Theorem 3.7. Let N a be the number of zeros of the function va(X) on the interval [0,X0], where X0 < go. Then the following inequality holds:

Ia- 1 < Na<Ia + 1

(3.40)

iZ- (2 + a, 1/2 + iX0/n)

Ia - arctan ——-———, , . (3.41)

a Z+(2 + a, 1/2 + iX0/n) v '

Proof. Since we chose C - 1 in (3.22),

Pa(X)W[Ua(X),Va(X)] - 1. (3.42)

Therefore,

©a(X) - V"Ua -2U'aVa > 0. (3.43)

Therefore, by Theorem 2.1 of Section 2, for the interval [0,X0] we have the estimate

-1 + Ia < Na < 1 + Ia, (3.44)

I - fX0 Wa(n)dn - (Xo& Mdn - arctan i'Z-(2 + a, 1/2 + iX0/n) (3 45)

Ia ^ 0 v2(n) + Ui(n) -J 0 °a{n)dn - arctan Z+(2 + a, 1/2 + iX^/n) . (^A5)

Here we have used the fact that Z-(s, 1/2) - 0 for s > 1. □

Theorem 3.8. The zeros of Ua (X) separate and are separated by those of v a (X).

Proof. This follows from Sturm's Separation Theorem (see [24], page 335). □

4. Inequality for Hurwitz Zeta Functions

Here we discuss a new inequality for the Hurwitz Zeta functions which follows from Lemma 3.5. The next statement is a corollary of this lemma.

Corollary 4.1. For s> 1 and z = 1/2 + tX/n with X e R, the following inequality holds:

K(s,z) = Z(s,z)Z(s + 1,z) + Z(s,z)Z(s + 1,z) > 0. (4.1)

This inequality can also be written in another form:

K(s,z) = R{Z(s,z)}R{Z(s + 1,z)} + J(Z(s,z)}J{Z(s + 1,z)} > 0. (4.2)

Proof. Dropping positive terms in front of the full-range Hurwitz Zeta functions in (3.4) and (3.5) and using (3.30) lead to

Z+(s,z)Z+(s + 1,z) - Z-(s,z)Z- (s + 1,z)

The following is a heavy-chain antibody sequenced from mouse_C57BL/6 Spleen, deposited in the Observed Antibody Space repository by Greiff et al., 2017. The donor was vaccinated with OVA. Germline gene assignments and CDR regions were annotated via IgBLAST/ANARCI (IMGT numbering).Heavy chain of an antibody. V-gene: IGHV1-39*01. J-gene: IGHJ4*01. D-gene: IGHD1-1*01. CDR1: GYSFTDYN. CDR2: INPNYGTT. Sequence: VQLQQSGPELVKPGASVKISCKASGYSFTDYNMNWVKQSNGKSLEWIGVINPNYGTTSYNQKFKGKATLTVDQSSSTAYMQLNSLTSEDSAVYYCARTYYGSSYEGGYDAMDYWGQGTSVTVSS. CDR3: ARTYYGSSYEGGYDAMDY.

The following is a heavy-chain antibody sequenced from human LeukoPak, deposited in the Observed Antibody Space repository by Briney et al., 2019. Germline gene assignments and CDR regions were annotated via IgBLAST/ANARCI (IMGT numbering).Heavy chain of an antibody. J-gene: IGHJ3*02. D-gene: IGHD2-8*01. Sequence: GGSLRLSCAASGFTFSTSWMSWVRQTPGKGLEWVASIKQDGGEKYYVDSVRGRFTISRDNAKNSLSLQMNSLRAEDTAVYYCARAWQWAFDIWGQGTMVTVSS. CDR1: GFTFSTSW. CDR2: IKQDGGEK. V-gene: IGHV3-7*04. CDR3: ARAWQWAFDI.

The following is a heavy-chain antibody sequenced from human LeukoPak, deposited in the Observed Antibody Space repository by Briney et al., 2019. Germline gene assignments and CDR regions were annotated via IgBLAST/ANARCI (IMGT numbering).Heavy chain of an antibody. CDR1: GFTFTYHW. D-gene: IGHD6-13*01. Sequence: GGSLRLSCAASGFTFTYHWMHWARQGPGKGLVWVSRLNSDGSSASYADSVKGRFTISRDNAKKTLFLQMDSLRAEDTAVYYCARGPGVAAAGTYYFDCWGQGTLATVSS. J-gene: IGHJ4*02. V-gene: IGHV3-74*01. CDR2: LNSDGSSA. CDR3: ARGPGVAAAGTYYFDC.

= 2[Z(s,z)Z(s + 1,z) + Z(s,z)Z(s + 1,z)] (4.3)

= 4[R{Z(s,z)}R{Z(s + 1,z)} + 3{Z(s,z)}3{Z(s + 1,z)}] > 0. n

Remark 4.2. Setting Z(s,z) = rs(z)et(fs(z) and Z(s + 1,z) = rs+1ei^s+1(z), we can rewrite (4.1) in the form

K = 2rsrs+1{exp- + exp- } = 4rsrs+1 co^^s+1 - ys). (4.4) It shows that, for z = 1/2 + tX/n, X e R,

cos(ys+1(z) - ys(z)) > 0. (4.5)

Introduce the scalar product for the complex-valued functions f = f1 + tf2 and g = g1 + tg2 by the formula

f ' g) = f ' g = f1f2 + f2g2 + Kf2g1 - f1gl). (4.6)

Then for s > 1 and z = 1/2 + tX/n,

K(s,z) = 2R{(Z(s,z) • Z(s + 1,z))} > 0. (4.7)

Remark 4.3. The proof of (4.1) becomes quite difficult when one approaches it from the point of view of special functions. For example, the use of integral representations (2.21) and (2.22) yields

y- 1 ((~ ts-1 Ts cos[X/n (t - T)] (48)

K = 2r(s)r(s + 1J J 0 sinh(t/2) sinh(T/2) UtUT. ( )

The change of variables £ - (t - t) /2, n - (t + t) /2 leads to

K - r()r2 1) f" cos ^2 XAdt f (S + ;')s-1(f'".S,)sdn- (4.9)

r(s)r(s + 1)J 0 \ n / bJ-{ cosh f - cosh £ 4

It is not clear at all that the integral (4.9) is positive for all s > 1 and X e R. However, (4.1) shows that it is. Multiplication of the series representations (2.16) and (2.17) does not make the proof any easier.